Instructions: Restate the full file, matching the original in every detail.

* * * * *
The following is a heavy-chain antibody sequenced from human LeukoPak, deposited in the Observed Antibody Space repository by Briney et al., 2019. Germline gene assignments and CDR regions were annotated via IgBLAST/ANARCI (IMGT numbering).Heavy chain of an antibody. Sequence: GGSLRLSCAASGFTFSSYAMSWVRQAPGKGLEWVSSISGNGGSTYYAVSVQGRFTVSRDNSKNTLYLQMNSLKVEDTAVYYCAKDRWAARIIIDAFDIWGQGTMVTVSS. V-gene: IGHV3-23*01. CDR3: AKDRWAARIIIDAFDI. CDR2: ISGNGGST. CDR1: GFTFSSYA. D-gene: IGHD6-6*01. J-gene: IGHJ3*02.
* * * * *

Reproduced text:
The following is a heavy-chain antibody sequenced from human LeukoPak, deposited in the Observed Antibody Space repository by Briney et al., 2019. Germline gene assignments and CDR regions were annotated via IgBLAST/ANARCI (IMGT numbering).Heavy chain of an antibody. Sequence: GGSLRLSCAASGFTFSSYAMSWVRQAPGKGLEWVSSISGNGGSTYYAVSVQGRFTVSRDNSKNTLYLQMNSLKVEDTAVYYCAKDRWAARIIIDAFDIWGQGTMVTVSS. V-gene: IGHV3-23*01. CDR3: AKDRWAARIIIDAFDI. CDR2: ISGNGGST. CDR1: GFTFSSYA. D-gene: IGHD6-6*01. J-gene: IGHJ3*02.